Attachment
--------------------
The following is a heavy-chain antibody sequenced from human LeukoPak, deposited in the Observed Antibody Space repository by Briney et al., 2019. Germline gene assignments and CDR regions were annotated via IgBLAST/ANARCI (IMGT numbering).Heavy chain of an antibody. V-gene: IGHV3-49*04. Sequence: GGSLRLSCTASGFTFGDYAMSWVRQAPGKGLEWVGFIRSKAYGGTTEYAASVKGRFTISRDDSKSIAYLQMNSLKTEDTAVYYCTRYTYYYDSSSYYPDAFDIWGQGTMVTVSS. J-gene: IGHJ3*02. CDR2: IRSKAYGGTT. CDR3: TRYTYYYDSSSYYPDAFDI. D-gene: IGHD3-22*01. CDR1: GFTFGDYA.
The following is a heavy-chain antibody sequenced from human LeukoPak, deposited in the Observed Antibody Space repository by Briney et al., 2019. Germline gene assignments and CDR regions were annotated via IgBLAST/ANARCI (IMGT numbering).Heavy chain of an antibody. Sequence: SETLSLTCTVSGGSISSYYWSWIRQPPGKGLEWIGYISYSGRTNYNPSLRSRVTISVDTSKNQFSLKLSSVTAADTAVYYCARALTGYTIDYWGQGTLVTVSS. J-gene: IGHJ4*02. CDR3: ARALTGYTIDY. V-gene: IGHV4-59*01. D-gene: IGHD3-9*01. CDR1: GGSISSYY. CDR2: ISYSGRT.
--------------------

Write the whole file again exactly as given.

The following is a heavy-chain antibody sequenced from human LeukoPak, deposited in the Observed Antibody Space repository by Briney et al., 2019. Germline gene assignments and CDR regions were annotated via IgBLAST/ANARCI (IMGT numbering).Heavy chain of an antibody. V-gene: IGHV3-49*04. Sequence: GGSLRLSCTASGFTFGDYAMSWVRQAPGKGLEWVGFIRSKAYGGTTEYAASVKGRFTISRDDSKSIAYLQMNSLKTEDTAVYYCTRYTYYYDSSSYYPDAFDIWGQGTMVTVSS. J-gene: IGHJ3*02. CDR2: IRSKAYGGTT. CDR3: TRYTYYYDSSSYYPDAFDI. D-gene: IGHD3-22*01. CDR1: GFTFGDYA.
The following is a heavy-chain antibody sequenced from human LeukoPak, deposited in the Observed Antibody Space repository by Briney et al., 2019. Germline gene assignments and CDR regions were annotated via IgBLAST/ANARCI (IMGT numbering).Heavy chain of an antibody. Sequence: SETLSLTCTVSGGSISSYYWSWIRQPPGKGLEWIGYISYSGRTNYNPSLRSRVTISVDTSKNQFSLKLSSVTAADTAVYYCARALTGYTIDYWGQGTLVTVSS. J-gene: IGHJ4*02. CDR3: ARALTGYTIDY. V-gene: IGHV4-59*01. D-gene: IGHD3-9*01. CDR1: GGSISSYY. CDR2: ISYSGRT.